At the age of 18, Erin Wassink started working as a nurse aide at Sunset Manor, an assisted living and memory care facility in Jenison, Michigan, her hometown. “I fell in love with it quickly and decided I wanted to become a nurse,” says Erin.
After graduating, she continued to work at Sunset Manor while attending Davenport University. Because the university didn’t have a nursing program, however, Erin decided to transfer after a year to the ADN program at Grand Rapids Community College. “I’m someone who is determined once I decide I want something,” she says. “I started working as an emergency tech and knew I wanted to become a nurse. I was driven to get there.”
Starting her nursing career
Erin’s first post-ADN job was in the neonatal intensive care unit at Helen Devos Children’s Hospital in 2005. Once again, she felt right at home. “The NICU was a great fit for me—working with premature babies and their parents,” she says. “I got to know families really well and it was a wonderful experience.”
But after Erin started having her own children, she accepted a position at Holland Hospital that was closer to home and offered a less hectic pace. She worked in the special care nursery and regular nursery as well as in the post-partum unit. The role allowed her to continue doing what she loved without interfering with her family life.
Stepping away from the workforce
By 2013, Erin had five children under the age of five—two of which are twins. “I love nursing so much, but it was difficult to work and be a mom,” she says. Erin decided to leave Holland and focus on her family. When her twins—the youngest—went to kindergarten, Erin decided it was her time to go to school too. “Getting a bachelor’s degree was always in the back of my mind. I knew that the requirements of nurses were changing, and the time was right.”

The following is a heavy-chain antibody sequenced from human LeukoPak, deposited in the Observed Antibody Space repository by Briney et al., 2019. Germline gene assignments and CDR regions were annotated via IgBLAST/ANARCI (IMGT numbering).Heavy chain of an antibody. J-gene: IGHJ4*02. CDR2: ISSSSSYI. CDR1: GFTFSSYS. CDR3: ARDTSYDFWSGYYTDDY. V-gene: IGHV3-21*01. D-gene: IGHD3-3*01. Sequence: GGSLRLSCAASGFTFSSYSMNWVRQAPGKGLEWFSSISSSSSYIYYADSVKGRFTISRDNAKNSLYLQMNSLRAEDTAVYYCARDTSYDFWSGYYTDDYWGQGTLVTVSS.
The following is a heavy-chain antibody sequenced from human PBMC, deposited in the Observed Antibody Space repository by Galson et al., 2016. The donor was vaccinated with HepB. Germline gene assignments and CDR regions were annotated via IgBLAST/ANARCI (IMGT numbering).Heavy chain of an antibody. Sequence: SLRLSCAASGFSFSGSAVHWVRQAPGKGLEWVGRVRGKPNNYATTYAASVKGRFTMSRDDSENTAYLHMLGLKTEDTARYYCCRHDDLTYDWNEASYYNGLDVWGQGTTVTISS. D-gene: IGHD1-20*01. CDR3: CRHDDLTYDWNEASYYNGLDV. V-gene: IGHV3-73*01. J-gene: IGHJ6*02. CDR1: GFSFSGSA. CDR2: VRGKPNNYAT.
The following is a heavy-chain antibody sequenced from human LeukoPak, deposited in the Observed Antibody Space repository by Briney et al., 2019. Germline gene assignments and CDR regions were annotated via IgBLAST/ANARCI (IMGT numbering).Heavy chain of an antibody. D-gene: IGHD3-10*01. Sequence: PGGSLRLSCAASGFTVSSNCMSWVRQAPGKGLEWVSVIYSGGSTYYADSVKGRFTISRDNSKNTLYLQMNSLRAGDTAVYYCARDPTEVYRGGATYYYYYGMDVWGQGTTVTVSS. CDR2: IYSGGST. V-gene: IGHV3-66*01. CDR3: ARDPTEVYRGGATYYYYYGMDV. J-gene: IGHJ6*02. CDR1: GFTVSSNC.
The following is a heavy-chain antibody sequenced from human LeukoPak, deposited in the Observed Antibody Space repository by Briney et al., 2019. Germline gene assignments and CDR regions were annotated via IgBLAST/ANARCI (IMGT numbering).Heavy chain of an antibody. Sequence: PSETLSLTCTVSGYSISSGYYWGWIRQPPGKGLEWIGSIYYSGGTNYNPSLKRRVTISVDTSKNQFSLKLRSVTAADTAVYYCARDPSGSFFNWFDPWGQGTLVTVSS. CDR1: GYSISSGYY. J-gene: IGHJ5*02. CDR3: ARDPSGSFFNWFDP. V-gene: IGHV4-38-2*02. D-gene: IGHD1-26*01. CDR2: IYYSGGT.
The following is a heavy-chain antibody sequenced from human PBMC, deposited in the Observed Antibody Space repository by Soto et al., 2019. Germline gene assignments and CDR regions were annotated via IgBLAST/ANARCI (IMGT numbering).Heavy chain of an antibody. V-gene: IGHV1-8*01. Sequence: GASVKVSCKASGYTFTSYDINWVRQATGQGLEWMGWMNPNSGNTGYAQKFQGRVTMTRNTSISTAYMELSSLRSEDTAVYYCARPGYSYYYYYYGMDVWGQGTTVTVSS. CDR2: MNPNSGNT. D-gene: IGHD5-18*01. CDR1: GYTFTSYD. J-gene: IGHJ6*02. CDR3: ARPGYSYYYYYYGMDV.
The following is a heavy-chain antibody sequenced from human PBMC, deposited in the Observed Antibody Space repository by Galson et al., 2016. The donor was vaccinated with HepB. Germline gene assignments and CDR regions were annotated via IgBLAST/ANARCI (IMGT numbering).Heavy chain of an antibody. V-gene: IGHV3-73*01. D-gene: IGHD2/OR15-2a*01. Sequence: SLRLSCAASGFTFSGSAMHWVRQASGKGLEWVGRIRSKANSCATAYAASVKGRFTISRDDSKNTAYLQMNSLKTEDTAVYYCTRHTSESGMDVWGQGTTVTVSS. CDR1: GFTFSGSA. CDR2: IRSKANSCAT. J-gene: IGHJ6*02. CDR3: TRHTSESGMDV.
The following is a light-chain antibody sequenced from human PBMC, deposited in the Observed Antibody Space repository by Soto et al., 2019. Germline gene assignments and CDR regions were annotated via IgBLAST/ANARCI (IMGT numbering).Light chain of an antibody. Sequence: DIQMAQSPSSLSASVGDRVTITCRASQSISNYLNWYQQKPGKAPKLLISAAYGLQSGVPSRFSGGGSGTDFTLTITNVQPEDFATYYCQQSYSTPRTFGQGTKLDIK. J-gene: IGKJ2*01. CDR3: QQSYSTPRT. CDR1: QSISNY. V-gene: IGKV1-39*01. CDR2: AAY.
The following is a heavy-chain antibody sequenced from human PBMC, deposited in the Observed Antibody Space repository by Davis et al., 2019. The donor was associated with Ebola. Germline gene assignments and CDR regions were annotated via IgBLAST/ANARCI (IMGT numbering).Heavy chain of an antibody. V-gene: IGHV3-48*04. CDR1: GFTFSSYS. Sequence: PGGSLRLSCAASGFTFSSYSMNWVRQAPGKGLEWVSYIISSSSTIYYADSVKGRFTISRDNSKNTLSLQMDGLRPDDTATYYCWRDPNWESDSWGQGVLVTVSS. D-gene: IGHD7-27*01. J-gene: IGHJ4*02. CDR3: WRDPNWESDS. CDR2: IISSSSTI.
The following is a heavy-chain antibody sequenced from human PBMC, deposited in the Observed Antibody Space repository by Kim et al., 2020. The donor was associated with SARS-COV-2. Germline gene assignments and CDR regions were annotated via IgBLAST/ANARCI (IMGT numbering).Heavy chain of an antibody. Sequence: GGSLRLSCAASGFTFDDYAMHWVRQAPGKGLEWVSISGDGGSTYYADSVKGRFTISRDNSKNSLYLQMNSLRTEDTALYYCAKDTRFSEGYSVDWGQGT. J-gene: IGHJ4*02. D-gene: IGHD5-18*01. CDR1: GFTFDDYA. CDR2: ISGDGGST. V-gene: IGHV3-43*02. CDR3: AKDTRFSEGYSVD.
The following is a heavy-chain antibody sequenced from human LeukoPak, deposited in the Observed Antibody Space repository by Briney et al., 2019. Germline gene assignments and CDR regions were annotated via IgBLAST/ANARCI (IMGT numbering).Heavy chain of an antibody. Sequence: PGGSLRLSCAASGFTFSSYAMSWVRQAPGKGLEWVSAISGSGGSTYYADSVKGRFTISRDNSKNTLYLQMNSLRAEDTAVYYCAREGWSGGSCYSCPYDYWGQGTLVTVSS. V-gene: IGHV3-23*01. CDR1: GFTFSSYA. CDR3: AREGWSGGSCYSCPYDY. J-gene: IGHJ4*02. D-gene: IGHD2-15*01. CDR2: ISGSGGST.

Finding American Sentinel University
In late 2017—when all five of her children were off to school themselves—Erin began her research. She needed an online university to fit her busy life and American Sentinel University came recommended by her sister-in-law, an oncology nurse and BSN alumna. “I really liked the flexibility and how cost effective the program is,” she says. Erin enrolled in the BSN program in October 2018 and got to work.
Motivated and excited
When Erin started college, she says she was “unconfident as a student” because she didn’t know computers or how to write a paper. With professor support and encouragement, she became a stronger student with every class. “My confidence soared,” Erin says. “I’m someone who has always had to work for things. So, being in school has been an effort, but it has been worth it.”
Big things to come
In June 2019, Erin graduated from American Sentinel with a 4.0 GPA. “I had this overwhelming joy and happiness and a feeling of true accomplishment,” she says. “I showed my children that it does not matter how old you are: you can do anything you want. And now that I hold this degree, I feel like so many doors will be open for me.”
These days, Erin is eager to get back to nursing and is currently interviewing for different jobs back in the hospital setting. “I’d love to work back in the special care nursery but I’m also considering pediatrics or oncology,” she says. One, day, she might further her education. “I could see myself getting a master’s in nursing education when the kids are older. I know I’d never regret furthering my education, and it’s something that will allow me to advance my career.”
Inspired by Erin’s story? A BSN is ideal for nurses who want to expand their knowledge base, become more marketable and enjoy greater career stability and mobility. Specialized knowledge forms the foundation of nursing and when you acquire new knowledge, you can apply it to nursing practice in ways that enhance patient care and improve outcomes. Have you dreamed of earning your BSN, MSN or DNP? With American Sentinel, you can make that dream a reality.
Read the other student success stories for more inspiration.